Provided by: freebsd-manpages_8.2-1_all
LOCK_PROFILING — kernel lock profiling support
The LOCK_PROFILING kernel option adds support for measuring and reporting
lock use and contention statistics. These statistics are collated by
“acquisition point”. Acquisition points are distinct places in the
kernel source code (identified by source file name and line number) where
a lock is acquired.
For each acquisition point, the following statistics are accumulated:
· The longest time the lock was ever continuously held after being
acquired at this point.
· The total time the lock was held after being acquired at this point.
· The total time that threads have spent waiting to acquire the lock.
· The total number of non-recursive acquisitions.
· The total number of times the lock was already held by another thread
when this point was reached, requiring a spin or a sleep.
· The total number of times another thread tried to acquire the lock
while it was held after having been acquired at this point.
In addition, the average hold time and average wait time are derived from
the total hold time and total wait time respectively and the number of
The LOCK_PROFILING kernel option also adds the following sysctl(8)
variables to control and monitor the profiling code:
Enable or disable the lock profiling code. This defaults to 0
Reset the current lock profiling buffers.
The total number of lock acquisitions recorded.
The total number of acquisition points recorded. Note that only
active acquisition points (i.e., points that have been reached at
least once) are counted.
The maximum number of acquisition points the profiling code is
capable of monitoring. Since it would not be possible to call
malloc(9) from within the lock profiling code, this is a static
limit. The number of records can be changed with the
LPROF_BUFFERS kernel option.
The number of acquisition points that were ignored after the
table filled up.
The size of the hash table used to map acquisition points to
statistics records. The hash size can be changed with the
LPROF_HASH_SIZE kernel option.
The number of hash collisions in the acquisition point hash
The actual profiling statistics in plain text. The columns are
as follows, from left to right:
max The longest continuous hold time in microseconds.
wait_max The longest continuous wait time in microseconds.
total The total (accumulated) hold time in microseconds.
The total (accumulated) wait time in microseconds.
count The total number of acquisitions.
avg The average hold time in microseconds, derived from the
total hold time and the number of acquisitions.
wait_avg The average wait time in microseconds, derived from the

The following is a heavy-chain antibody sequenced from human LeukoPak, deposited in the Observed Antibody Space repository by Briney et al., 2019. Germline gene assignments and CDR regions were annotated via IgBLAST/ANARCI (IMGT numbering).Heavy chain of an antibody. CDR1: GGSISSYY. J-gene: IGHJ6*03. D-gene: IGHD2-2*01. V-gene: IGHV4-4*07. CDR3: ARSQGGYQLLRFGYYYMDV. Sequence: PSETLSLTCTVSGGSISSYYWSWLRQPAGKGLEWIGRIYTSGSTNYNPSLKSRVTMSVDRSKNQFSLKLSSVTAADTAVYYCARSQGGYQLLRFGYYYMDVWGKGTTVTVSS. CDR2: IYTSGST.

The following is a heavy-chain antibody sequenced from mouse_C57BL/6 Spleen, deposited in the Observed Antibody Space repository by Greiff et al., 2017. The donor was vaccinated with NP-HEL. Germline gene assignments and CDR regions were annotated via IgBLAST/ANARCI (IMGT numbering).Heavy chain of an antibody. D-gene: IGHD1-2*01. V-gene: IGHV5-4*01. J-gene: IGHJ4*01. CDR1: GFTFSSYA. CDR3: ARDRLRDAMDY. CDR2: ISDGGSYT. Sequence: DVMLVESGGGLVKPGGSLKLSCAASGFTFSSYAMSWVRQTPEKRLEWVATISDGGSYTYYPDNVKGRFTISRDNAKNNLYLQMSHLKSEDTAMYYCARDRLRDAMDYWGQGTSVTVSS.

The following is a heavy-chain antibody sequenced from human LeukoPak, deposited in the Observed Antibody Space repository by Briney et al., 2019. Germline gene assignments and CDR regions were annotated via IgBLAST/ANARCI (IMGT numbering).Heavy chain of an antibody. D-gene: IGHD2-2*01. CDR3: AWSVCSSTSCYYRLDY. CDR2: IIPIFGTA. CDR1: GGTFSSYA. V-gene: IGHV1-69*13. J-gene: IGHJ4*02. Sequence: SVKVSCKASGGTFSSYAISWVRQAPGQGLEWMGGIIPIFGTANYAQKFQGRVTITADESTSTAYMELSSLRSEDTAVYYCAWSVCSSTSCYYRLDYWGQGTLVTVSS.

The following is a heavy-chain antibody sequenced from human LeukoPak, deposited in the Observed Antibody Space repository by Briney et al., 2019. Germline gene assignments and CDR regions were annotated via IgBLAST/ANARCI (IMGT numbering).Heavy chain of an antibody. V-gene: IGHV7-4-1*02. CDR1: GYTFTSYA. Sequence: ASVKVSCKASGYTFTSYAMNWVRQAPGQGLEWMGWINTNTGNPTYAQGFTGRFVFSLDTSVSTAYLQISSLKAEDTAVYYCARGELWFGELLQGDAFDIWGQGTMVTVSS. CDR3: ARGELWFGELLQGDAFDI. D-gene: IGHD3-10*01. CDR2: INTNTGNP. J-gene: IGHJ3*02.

total wait time and the number of acquisitions.
cnt_hold The number of times the lock was held and another
thread attempted to acquire the lock.
cnt_lock The number of times the lock was already held when this
point was reached.
name The name of the acquisition point, derived from the
source file name and line number, followed by the name
of the lock in parentheses.
Mutex profiling support appeared in FreeBSD 5.0. Generalized lock
profiling support appeared in FreeBSD 7.0.
The MUTEX_PROFILING code was written by Eivind Eklund
⟨eivind@FreeBSD.org⟩, Dag-Erling Smørgrav ⟨des@FreeBSD.org⟩ and Robert
Watson ⟨rwatson@FreeBSD.org⟩. The LOCK_PROFILING code was written by Kip
Macy ⟨kmacy@FreeBSD.org⟩. This manual page was written by Dag-Erling
The LOCK_PROFILING option increases the size of struct lock_object, so a
kernel built with that option will not work with modules built without
The LOCK_PROFILING option also prevents inlining of the mutex code, which
can result in a fairly severe performance penalty. This is, however, not
always the case. LOCK_PROFILING can introduce a substantial performance
overhead that is easily monitorable using other profiling tools, so
combining profiling tools with LOCK_PROFILING is not recommended.
Measurements are made and stored in nanoseconds using nanotime(9), (on
architectures without a synchronized TSC) but are presented in
microseconds. This should still be sufficient for the locks one would be
most interested in profiling (those that are held long and/or acquired
LOCK_PROFILING should generally not be used in combination with other
debugging options, as the results may be strongly affected by
interactions between the features. In particular, LOCK_PROFILING will
report higher than normal uma(9) lock contention when run with INVARIANTS
due to extra locking that occurs when INVARIANTS is present; likewise,
using it in combination with WITNESS will lead to much higher lock hold
times and contention in profiling output.